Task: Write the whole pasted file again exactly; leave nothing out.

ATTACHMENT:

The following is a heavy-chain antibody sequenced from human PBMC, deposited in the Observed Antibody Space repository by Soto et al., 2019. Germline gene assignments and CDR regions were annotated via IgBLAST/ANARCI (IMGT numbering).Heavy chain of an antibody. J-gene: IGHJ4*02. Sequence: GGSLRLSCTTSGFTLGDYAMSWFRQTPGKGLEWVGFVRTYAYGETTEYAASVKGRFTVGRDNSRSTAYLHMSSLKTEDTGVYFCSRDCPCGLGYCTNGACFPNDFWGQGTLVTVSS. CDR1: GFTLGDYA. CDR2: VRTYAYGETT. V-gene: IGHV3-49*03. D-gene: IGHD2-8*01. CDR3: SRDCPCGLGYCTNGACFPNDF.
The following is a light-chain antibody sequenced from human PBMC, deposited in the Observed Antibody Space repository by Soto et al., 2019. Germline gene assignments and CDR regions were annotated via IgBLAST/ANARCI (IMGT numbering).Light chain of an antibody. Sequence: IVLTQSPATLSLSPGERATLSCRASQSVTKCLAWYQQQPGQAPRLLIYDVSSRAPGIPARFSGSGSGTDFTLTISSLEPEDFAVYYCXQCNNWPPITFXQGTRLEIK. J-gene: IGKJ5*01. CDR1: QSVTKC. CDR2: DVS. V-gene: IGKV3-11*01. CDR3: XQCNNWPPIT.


The following is a heavy-chain antibody sequenced from human PBMC, deposited in the Observed Antibody Space repository by Soto et al., 2019. Germline gene assignments and CDR regions were annotated via IgBLAST/ANARCI (IMGT numbering).Heavy chain of an antibody. J-gene: IGHJ4*02. Sequence: GGSLRLSCTTSGFTLGDYAMSWFRQTPGKGLEWVGFVRTYAYGETTEYAASVKGRFTVGRDNSRSTAYLHMSSLKTEDTGVYFCSRDCPCGLGYCTNGACFPNDFWGQGTLVTVSS. CDR1: GFTLGDYA. CDR2: VRTYAYGETT. V-gene: IGHV3-49*03. D-gene: IGHD2-8*01. CDR3: SRDCPCGLGYCTNGACFPNDF.
The following is a light-chain antibody sequenced from human PBMC, deposited in the Observed Antibody Space repository by Soto et al., 2019. Germline gene assignments and CDR regions were annotated via IgBLAST/ANARCI (IMGT numbering).Light chain of an antibody. Sequence: IVLTQSPATLSLSPGERATLSCRASQSVTKCLAWYQQQPGQAPRLLIYDVSSRAPGIPARFSGSGSGTDFTLTISSLEPEDFAVYYCXQCNNWPPITFXQGTRLEIK. J-gene: IGKJ5*01. CDR1: QSVTKC. CDR2: DVS. V-gene: IGKV3-11*01. CDR3: XQCNNWPPIT.